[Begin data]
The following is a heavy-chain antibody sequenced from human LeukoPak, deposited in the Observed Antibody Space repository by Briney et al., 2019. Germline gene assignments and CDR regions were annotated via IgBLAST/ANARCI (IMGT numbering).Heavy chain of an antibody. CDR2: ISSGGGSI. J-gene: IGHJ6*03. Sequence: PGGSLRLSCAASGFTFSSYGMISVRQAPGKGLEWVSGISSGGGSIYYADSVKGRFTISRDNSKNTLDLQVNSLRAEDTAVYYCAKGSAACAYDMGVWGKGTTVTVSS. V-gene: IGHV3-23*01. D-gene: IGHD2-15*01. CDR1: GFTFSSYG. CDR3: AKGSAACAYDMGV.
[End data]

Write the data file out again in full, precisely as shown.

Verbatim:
The following is a heavy-chain antibody sequenced from human LeukoPak, deposited in the Observed Antibody Space repository by Briney et al., 2019. Germline gene assignments and CDR regions were annotated via IgBLAST/ANARCI (IMGT numbering).Heavy chain of an antibody. CDR2: ISSGGGSI. J-gene: IGHJ6*03. Sequence: PGGSLRLSCAASGFTFSSYGMISVRQAPGKGLEWVSGISSGGGSIYYADSVKGRFTISRDNSKNTLDLQVNSLRAEDTAVYYCAKGSAACAYDMGVWGKGTTVTVSS. V-gene: IGHV3-23*01. D-gene: IGHD2-15*01. CDR1: GFTFSSYG. CDR3: AKGSAACAYDMGV.